Colts quarterback Luck wary of Patriots front four


Colts quarterback Luck wary of Patriots front four

FOXBORO -- As of Week 11, no team in the NFL has a better turnover ratio than the Patriots.

New England sits atop the heap with a plus-16 differential. That's a solid 13 spots higher than this Sunday's opponent, Indianapolis, who is at minus-9.

Colts quarterback Andrew Luck has noticed.

"I think they do a great job of creating turnovers at inopportune times for the offense, very opportunistic times for themselves . . . usually in the red zone, backed up, or when teams are on big drives," the rookie said Wednesday. "They do a great job of that and I think they're just a solid defense all the way around."

There's a tendency in analysis to separate the Patriots front seven from its secondary. How could there not be? The statistics sit almost a league apart.

Total defense: New England ranks 25th with 382.1 yards surrendered per game.

Passing defense: New England is 29th with 285.3 average yards given up.

Rushing defense: New England is No. 9 with 96.8 average yards.

Not like the secondary's struggles have been a secret.

But Luck was largely complimentary on his conference call. He pulled his punch only slightly by mentioning the unit's injury issues.

"I think they do a great job of mixing up coverages and disguising coverages," Luck said. "It's hard to get a beat on what they're doing. They're banged up here and there, but they do a great job of getting the job done, so it'll be a very tough test for us."

As for New England's defensive line, Luck sounded like he's in deep with doing homework.

"Their front four is incredibly stout," he said. "Vince Wilfork is one of the best nose tackles in the league. They have very good edge rushers on the sides. They do get to the quarterback, and even if it's not a sack, it's to harass or force an early throw, force a quarterback out of the pocket, so that'll be a focus all week. I'm sure our line will do a great job and it'll be a great test for them."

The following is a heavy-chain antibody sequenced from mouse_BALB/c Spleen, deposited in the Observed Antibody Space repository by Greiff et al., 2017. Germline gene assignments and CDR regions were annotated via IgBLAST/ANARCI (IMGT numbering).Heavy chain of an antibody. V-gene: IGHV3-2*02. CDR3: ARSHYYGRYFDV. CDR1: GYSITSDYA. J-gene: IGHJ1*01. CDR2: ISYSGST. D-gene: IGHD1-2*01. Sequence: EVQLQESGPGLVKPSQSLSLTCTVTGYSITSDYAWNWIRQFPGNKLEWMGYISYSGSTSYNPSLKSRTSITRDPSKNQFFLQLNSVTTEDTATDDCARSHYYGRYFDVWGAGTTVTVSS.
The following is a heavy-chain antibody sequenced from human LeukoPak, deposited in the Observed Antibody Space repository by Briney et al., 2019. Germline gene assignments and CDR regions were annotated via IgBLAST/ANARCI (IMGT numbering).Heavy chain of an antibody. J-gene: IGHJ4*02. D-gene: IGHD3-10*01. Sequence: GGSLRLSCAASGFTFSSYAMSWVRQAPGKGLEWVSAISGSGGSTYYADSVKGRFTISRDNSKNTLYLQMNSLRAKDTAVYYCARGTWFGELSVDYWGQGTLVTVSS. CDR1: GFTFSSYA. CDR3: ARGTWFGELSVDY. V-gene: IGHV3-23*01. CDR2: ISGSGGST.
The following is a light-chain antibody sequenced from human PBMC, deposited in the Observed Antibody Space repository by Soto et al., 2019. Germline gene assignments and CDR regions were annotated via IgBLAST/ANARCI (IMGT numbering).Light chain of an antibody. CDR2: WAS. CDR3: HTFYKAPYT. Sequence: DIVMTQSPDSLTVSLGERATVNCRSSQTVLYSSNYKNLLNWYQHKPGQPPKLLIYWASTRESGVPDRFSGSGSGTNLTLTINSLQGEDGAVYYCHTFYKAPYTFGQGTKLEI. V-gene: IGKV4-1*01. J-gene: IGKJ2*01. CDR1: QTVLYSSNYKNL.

Ortiz: 'A super honor' to have number retired by Red Sox

Ortiz: 'A super honor' to have number retired by Red Sox

BOSTON —  The Red Sox have become well known for their ceremonies, for their pull-out-all-the-stops approach to pomp. The retirement of David Ortiz’s No. 34 on Friday evening was in one way, then, typical.

A red banner covered up Ortiz’s No. 34 in right field, on the facade of the grandstand, until it was dropped down as Ortiz, his family, Red Sox ownership and others who have been immortalized in Fenway lore looked on. Carl Yazstremski and Jim Rice, Wade Boggs and Pedro Martinez. 

The half-hour long tribute further guaranteed permanence to a baseball icon whose permanence in the city and the sport was never in doubt. But the moments that made Friday actually feel special, rather than expected, were stripped down and quick. 

Dustin Pedroia’s not one to belabor many points, never been the most effusive guy around. (He’d probably do well on a newspaper deadline.) The second baseman spoke right before Ortiz took to the podium behind the mound.